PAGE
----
Bruce Hudson is the Program Director for Enterprise Applications at META Group. I thought his take on RFID implementation was particularly interesting, so invited him to summarize it here. Enjoy!
Radio frequency identification (RFID) technology gets a lot of techies hearts racing. Its a new technology for most organizations, and IT departments are experimenting extensively with RFID hardware and software. In many cases, the final application has not even been defined, giving IT leeway to test out its ideas as it refines its skills.
Some companies have demonstrated quite a bit of ingenuity. Tesco, a leading retailer in the UK, linked video surveillance cameras to RFID readers. When certain products were removed from the shelf, the cameras were triggered to record the movement. At checkout, the video was compared with the person buying the article.
Clever. However, newspapers and the protestors that picketed the Tesco store were not so impressed. Tesco quickly ended that trial and reassured customers that their privacy was secure. It still continues to experiment with RFID, albeit in a much quieter manner.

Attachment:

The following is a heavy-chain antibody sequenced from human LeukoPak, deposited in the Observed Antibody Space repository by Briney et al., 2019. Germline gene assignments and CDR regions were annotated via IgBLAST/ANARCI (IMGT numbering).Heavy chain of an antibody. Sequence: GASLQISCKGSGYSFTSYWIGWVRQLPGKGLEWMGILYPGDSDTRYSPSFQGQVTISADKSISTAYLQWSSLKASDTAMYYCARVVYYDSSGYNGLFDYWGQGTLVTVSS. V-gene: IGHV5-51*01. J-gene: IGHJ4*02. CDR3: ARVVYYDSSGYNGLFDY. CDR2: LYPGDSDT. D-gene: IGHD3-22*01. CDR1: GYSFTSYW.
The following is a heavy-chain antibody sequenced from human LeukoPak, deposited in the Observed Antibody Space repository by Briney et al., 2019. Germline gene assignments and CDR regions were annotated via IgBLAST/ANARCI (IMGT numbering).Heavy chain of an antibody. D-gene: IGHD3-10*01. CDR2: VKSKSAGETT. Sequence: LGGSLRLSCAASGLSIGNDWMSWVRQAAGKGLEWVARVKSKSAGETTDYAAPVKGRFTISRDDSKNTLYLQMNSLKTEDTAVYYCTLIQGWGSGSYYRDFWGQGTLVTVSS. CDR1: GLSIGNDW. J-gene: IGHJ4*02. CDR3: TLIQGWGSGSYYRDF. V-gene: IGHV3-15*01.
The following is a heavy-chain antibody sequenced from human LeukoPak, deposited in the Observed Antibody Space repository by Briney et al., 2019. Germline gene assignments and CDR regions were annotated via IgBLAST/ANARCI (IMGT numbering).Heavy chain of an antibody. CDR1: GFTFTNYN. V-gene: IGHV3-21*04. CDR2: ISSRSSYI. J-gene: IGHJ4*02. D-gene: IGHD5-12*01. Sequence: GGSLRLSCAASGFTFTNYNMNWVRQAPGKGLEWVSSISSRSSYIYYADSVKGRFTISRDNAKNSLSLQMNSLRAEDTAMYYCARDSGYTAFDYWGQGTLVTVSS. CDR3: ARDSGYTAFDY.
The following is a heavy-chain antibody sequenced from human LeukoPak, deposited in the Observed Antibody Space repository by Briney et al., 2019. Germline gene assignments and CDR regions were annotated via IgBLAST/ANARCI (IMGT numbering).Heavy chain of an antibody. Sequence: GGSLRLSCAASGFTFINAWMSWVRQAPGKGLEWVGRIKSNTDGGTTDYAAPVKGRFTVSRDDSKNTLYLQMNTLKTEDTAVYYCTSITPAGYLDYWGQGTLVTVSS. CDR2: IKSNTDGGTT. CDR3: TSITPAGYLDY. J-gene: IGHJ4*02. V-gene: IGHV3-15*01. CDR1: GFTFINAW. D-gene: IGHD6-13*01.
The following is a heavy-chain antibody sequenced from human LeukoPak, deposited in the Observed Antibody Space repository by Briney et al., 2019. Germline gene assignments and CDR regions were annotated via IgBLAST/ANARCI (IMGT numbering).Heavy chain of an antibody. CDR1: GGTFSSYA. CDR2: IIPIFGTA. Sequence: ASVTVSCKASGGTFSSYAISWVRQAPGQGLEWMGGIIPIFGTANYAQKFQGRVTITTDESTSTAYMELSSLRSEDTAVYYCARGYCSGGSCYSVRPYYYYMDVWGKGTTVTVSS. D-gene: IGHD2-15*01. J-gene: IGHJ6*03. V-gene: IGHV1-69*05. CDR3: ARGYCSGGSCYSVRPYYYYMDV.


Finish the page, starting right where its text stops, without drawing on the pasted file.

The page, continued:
Wal*Marts mandate to suppliers that by 2006 all cases and pallets must be tagged with RFID labels where feasible has pressured many companies to revamp their supply chain operations.
Our research reveals that most organizations view this as strictly an IT issue. We often see organizations lines of business toss the RFID mandate over the fence to IT. As in the Tesco case, this is a bad idea.
What do you get when you combinE a poorly understood technology and invisible consumer benefits with eager technologists under pressure to please the worlds largest retailer? A recipe for disaster.
The level of mistrust and misunderstanding in the marketplace is high, and backlash is inevitable for companies that do not try to understand consumer fears. Remember the fear surrounding "cookies" at the beginning of the internet age? We are at a similar juncture with RFID.
Next page: What companies can do to avoid RFID backlash.